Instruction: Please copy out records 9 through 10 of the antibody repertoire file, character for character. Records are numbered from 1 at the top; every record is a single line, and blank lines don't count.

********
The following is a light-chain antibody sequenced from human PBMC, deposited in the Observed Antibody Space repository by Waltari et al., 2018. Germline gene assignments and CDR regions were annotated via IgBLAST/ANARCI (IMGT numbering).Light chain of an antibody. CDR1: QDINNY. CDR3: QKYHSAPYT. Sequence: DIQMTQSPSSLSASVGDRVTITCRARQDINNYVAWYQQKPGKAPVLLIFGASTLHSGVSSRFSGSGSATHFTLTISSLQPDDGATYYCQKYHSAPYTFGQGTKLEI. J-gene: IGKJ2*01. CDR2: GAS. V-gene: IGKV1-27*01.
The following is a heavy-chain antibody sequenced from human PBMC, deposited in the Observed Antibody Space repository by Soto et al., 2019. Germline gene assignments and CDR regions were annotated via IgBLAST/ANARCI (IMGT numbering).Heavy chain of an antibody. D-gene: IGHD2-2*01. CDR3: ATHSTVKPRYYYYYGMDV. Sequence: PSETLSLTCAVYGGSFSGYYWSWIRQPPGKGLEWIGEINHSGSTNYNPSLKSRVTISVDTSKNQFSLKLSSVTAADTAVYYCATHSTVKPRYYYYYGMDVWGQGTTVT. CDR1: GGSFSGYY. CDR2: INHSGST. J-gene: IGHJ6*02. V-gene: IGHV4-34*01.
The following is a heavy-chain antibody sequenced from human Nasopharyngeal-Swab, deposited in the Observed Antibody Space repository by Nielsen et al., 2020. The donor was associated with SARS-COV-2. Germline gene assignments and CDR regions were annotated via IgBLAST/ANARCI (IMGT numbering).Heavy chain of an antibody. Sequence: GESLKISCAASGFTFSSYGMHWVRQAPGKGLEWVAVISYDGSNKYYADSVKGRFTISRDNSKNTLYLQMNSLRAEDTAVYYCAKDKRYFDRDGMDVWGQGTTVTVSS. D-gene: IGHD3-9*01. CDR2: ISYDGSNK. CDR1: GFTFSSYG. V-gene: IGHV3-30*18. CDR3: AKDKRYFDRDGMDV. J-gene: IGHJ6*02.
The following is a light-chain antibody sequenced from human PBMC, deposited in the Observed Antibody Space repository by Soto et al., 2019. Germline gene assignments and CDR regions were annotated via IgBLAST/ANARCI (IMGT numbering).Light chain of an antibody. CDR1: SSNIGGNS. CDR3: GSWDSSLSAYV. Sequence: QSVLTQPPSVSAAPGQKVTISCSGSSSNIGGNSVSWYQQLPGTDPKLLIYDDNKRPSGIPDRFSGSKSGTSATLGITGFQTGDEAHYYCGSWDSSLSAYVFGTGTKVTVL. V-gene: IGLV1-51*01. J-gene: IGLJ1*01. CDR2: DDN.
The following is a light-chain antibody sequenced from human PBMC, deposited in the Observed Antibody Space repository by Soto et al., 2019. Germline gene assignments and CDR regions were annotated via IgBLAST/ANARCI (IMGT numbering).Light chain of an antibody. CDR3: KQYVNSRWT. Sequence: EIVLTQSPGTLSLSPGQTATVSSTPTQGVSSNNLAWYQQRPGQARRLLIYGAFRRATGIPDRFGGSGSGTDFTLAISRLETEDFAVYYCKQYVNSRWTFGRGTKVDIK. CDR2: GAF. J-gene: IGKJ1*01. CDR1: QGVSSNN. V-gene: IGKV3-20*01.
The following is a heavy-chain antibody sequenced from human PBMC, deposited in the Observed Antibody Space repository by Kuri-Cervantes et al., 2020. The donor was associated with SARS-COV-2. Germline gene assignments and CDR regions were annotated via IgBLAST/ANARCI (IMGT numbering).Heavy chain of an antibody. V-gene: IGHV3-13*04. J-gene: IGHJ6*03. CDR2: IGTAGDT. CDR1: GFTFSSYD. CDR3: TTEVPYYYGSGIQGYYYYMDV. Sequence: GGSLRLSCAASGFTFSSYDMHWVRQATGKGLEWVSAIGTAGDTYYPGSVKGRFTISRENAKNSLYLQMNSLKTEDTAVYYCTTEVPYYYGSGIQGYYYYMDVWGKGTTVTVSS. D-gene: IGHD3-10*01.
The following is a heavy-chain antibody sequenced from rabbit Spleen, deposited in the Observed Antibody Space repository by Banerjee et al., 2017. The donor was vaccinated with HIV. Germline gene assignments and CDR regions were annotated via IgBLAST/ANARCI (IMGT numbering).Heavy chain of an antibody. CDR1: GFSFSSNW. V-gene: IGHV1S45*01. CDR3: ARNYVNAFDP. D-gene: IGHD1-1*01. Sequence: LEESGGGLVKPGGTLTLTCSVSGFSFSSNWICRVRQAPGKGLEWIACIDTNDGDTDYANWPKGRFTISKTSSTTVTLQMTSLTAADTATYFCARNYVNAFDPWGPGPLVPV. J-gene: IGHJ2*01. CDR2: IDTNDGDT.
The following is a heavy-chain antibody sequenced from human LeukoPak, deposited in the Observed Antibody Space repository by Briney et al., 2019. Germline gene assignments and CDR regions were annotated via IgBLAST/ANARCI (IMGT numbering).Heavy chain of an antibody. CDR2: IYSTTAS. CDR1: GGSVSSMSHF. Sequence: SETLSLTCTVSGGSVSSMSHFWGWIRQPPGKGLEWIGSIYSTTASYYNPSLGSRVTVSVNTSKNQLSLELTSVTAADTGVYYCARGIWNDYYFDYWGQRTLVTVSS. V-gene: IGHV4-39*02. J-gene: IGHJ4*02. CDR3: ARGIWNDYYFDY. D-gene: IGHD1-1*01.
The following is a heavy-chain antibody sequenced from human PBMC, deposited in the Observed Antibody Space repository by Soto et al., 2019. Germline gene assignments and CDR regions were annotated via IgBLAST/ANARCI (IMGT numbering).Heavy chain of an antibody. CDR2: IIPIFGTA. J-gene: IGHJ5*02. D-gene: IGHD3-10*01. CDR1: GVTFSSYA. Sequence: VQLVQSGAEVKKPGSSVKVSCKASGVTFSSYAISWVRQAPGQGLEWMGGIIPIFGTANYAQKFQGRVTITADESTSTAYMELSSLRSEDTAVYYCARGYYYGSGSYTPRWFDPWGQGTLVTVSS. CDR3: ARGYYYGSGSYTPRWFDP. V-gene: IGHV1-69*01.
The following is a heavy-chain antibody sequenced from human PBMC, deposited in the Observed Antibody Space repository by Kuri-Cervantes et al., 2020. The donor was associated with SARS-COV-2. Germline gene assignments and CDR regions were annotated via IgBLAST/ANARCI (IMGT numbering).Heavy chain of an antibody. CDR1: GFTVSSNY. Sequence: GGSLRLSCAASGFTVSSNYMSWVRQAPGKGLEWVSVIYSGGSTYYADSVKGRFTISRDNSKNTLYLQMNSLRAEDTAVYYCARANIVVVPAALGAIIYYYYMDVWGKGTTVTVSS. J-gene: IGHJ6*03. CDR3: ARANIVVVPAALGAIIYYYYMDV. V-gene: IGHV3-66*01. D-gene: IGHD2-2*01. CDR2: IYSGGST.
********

The following is a heavy-chain antibody sequenced from human PBMC, deposited in the Observed Antibody Space repository by Soto et al., 2019. Germline gene assignments and CDR regions were annotated via IgBLAST/ANARCI (IMGT numbering).Heavy chain of an antibody. CDR2: IIPIFGTA. J-gene: IGHJ5*02. D-gene: IGHD3-10*01. CDR1: GVTFSSYA. Sequence: VQLVQSGAEVKKPGSSVKVSCKASGVTFSSYAISWVRQAPGQGLEWMGGIIPIFGTANYAQKFQGRVTITADESTSTAYMELSSLRSEDTAVYYCARGYYYGSGSYTPRWFDPWGQGTLVTVSS. CDR3: ARGYYYGSGSYTPRWFDP. V-gene: IGHV1-69*01.
The following is a heavy-chain antibody sequenced from human PBMC, deposited in the Observed Antibody Space repository by Kuri-Cervantes et al., 2020. The donor was associated with SARS-COV-2. Germline gene assignments and CDR regions were annotated via IgBLAST/ANARCI (IMGT numbering).Heavy chain of an antibody. CDR1: GFTVSSNY. Sequence: GGSLRLSCAASGFTVSSNYMSWVRQAPGKGLEWVSVIYSGGSTYYADSVKGRFTISRDNSKNTLYLQMNSLRAEDTAVYYCARANIVVVPAALGAIIYYYYMDVWGKGTTVTVSS. J-gene: IGHJ6*03. CDR3: ARANIVVVPAALGAIIYYYYMDV. V-gene: IGHV3-66*01. D-gene: IGHD2-2*01. CDR2: IYSGGST.